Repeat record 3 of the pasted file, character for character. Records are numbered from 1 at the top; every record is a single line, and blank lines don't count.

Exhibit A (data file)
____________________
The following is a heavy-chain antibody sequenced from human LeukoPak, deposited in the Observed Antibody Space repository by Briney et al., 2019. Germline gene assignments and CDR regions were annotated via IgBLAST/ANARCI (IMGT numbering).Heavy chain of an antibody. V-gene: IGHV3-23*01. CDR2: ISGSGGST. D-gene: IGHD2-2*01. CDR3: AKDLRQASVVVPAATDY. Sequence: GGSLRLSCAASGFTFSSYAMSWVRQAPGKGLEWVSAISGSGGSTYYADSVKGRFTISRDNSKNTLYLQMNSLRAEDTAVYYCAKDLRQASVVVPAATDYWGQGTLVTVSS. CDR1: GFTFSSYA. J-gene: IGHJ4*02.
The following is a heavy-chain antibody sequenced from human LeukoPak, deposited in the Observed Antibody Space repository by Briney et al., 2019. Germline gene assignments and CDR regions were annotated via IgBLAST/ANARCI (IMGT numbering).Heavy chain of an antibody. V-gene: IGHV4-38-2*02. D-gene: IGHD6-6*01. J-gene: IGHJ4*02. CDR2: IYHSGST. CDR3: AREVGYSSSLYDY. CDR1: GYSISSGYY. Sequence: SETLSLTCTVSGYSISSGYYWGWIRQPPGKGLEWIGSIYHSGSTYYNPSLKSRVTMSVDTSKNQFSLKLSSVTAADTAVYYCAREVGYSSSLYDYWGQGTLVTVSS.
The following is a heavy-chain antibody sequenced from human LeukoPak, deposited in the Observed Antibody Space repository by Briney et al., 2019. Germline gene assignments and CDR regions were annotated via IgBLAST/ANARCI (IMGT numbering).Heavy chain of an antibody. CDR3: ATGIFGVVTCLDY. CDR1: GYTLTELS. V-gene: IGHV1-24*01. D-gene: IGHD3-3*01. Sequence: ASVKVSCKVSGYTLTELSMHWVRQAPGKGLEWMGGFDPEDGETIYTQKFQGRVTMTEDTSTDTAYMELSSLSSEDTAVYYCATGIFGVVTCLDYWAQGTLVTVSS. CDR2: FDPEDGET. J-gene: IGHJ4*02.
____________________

The following is a heavy-chain antibody sequenced from human LeukoPak, deposited in the Observed Antibody Space repository by Briney et al., 2019. Germline gene assignments and CDR regions were annotated via IgBLAST/ANARCI (IMGT numbering).Heavy chain of an antibody. CDR3: ATGIFGVVTCLDY. CDR1: GYTLTELS. V-gene: IGHV1-24*01. D-gene: IGHD3-3*01. Sequence: ASVKVSCKVSGYTLTELSMHWVRQAPGKGLEWMGGFDPEDGETIYTQKFQGRVTMTEDTSTDTAYMELSSLSSEDTAVYYCATGIFGVVTCLDYWAQGTLVTVSS. CDR2: FDPEDGET. J-gene: IGHJ4*02.